This lesson is in two parts. Page 1 explained how to form the English simple present. Page 2 describes how to use it.
In English, the simple present has two primary functions:
- state facts
- describe habitual actions
The simple present state facts and concepts that never change.
The simple present also describes habitual actions.
Verbs conjugated in the simple present are often preceded by an adverb of frequency. The range of frequency includes all possibilities, from never to always. Here are the most common English adverbs of frequency.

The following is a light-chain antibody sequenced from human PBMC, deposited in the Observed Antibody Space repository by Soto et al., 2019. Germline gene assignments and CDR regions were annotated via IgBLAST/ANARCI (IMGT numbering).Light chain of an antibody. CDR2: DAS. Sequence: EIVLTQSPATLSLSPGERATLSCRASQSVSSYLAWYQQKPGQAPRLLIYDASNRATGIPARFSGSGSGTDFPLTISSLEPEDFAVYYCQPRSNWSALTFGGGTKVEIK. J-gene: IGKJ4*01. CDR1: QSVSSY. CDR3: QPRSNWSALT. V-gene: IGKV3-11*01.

|0% ―――> ―――> 50% ―――> ―――> 100%|
|almost never||occasionally||almost always|
Examples with adverbs of frequency:
Note that the adverb of frequency is usually* placed between the subject and the verb.
*There are two exceptions.
1. The adverbs normally and usually are often placed at the beginning of a sentence and followed by a comma.
2. In phrases formed with the verb BE, the adverb follows BE.
|Tom and Sue||are||always||late.|
The adjective every is frequently joined with a temporal noun (minute, day, week, year…) to form phrases with the simple present.
Note that every + the temporal noun can be placed either at the end of the sentence or at the beginning of the sentence followed by a comma.
Warning! The simple present is not used to describe an action that is occurring at the moment of speaking. In these situations English requires the present progressive.
|Be quiet. The baby is sleeping.||
|Tom isn’t here. He is working.||
Tom isn’t here.
|I am talking. Don’t interrupt.||